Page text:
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As both a solo artist and as a member of groups including Tangerine Dream and Ash Ra Tempel, Klaus Schulze emerged among the founding fathers of contemporary electronic music, his epic, meditative soundscapes a key influence on the subsequent rise of the new age aesthetic. Born in Berlin on August 4, 1947, Schulze began his performing career during the 1960s, playing guitar, bass and drums in a variety of local bands; by 1969, he was drumming in Tangerine Dream, appearing a year later on their debut LP Electronic Meditation. The album was Schulze's lone effort with the group, however, as he soon co-founded Ash Ra Tempel with Manuel Gottsching and Harmut Enke, debuting in 1971 with a self-titled record; again, however, the band format appeared to stifle Schulze, and he mounted a solo career a few months later.
While Schulze's previous recorded work had been in a typically noisy Krautrock vein, as a solo artist he quickly became more reflective; although he acquired his first synthesizer in 1972, it did not enter into his solo debut Irrlicht, its long, droning pieces instead assembled from electronic organ, oscillators and orchestral recordings. The double album Cyborg followed in 1973, and a year later he issued Blackdance, his first recording to feature synths; Timewind, regarded by many as Schulze's masterpiece, appeared in 1975. Around that same time he began producing prog-rockers the Far East Family Band; the group's keyboardist, who went on to become the new age superstar Kitaro, frequently cited Schulze as the central influence behind his own plunge into the world of synths and electronics.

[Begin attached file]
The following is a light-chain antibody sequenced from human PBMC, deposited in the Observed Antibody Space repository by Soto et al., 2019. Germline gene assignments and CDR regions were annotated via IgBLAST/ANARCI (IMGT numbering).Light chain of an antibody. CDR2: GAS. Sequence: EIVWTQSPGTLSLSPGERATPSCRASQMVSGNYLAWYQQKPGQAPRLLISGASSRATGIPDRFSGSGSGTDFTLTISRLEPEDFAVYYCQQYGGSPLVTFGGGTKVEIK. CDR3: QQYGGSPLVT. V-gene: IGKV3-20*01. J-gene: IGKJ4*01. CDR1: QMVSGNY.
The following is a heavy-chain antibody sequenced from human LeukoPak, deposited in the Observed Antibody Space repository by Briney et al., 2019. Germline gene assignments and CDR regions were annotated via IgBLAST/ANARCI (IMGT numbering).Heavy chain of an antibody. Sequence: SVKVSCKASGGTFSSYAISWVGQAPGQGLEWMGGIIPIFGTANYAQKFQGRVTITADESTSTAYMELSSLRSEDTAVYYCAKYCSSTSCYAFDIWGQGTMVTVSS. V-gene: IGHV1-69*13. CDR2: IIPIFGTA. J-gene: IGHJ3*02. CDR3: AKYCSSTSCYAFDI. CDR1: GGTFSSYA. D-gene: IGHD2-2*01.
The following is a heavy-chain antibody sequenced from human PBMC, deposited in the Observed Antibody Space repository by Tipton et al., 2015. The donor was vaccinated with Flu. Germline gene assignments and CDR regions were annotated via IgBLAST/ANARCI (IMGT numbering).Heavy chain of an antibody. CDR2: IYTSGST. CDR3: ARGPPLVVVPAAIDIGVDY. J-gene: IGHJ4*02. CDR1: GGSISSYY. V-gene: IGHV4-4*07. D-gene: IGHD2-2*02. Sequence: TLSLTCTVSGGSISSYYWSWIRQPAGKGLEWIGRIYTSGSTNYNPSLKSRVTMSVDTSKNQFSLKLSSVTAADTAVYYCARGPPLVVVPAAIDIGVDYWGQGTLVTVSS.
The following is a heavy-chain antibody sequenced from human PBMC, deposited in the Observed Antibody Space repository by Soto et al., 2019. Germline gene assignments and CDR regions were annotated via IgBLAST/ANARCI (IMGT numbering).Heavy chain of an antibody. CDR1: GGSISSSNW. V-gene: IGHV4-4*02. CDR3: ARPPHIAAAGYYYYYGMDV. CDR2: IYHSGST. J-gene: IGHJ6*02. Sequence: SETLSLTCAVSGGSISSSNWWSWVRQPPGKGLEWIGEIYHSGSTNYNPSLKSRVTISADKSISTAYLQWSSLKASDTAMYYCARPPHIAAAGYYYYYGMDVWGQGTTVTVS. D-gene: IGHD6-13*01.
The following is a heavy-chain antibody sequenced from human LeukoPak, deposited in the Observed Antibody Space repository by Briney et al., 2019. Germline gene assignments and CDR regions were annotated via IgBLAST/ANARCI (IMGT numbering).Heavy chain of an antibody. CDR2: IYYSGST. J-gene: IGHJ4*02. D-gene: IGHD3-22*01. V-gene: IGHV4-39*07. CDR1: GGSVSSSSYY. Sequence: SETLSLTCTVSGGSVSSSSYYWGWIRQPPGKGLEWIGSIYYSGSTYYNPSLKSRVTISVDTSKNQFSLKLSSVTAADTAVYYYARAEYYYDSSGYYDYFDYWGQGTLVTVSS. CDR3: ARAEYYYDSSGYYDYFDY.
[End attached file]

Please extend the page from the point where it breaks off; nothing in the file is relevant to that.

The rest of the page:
After collaborating with Stomu Yamash'ta on 1976's Go, Schulze resurfaced with a flurry of new solo material, including the LP Moondawn, 1977's Mirage and two volumes of the porn soundtrack Body Love. He remained extraordinarily prolific in the years to follow, with 1979's Dune, inspired by the Frank Herbert sci-fi classic, becoming his 11th solo record released during the 1970s alone. The 1980s were no less fertile, with Schulze issuing a steady stream of new work in addition to various productions released on his own IC label; Dig It was his first fully digital recording. By the following decade, Schulze had immersed himself in contemporary dance music, occasionally working in conjunction with Pete Namlook (as Dark Side of the Moog). The first half of the 1990s also saw Schulze experiment with sampling, starting with the album Beyond Recall, but these forays largely ended in 1995 with the release of In Blue. Ten years later, he began re-releasing his earlier works and collaborating with Lisa Gerrard of Dead Can Dance. In April 2008, Schulze released Kontinuum; he also released Farscape, a joint project with Gerrard, in June of the same year.
Klaus Schulze (born 4 August 1947) is a German electronic music composer and musician. He also used the alias Richard Wahnfried. He was briefly a member of the electronic bands Tangerine Dream and Ash Ra Tempel before launching a solo career consisting of more than 60 albums released across five decades.
ContentsHistory1.1 1970s1.2 1980s1.3 1990s1.4 2000s1.5 2010s
In 1969, Klaus Schulze was the drummer of one of the early incarnations of Tangerine Dream for their debut album Electronic Meditation. Before 1969 he was a drummer in a band called Psy Free. He met Edgar Froese from Tangerine Dream in the Zodiac Club in Berlin in that time West-Germany. In 1970 he left this group to form Ash Ra Tempel with Manuel Göttsching and Hartmut Enke. In 1971, he chose again to leave a newly formed group after only one album, this time to mount a solo career. In 1972, Schulze released his debut album Irrlicht with organ and a recording of an orchestra filtered almost beyond recognition. Despite the lack of synthesizers, this proto-ambient work is regarded as a milestone in electronic music. The follow-up, Cyborg, was similar but added the EMS Synthi A synthesiser.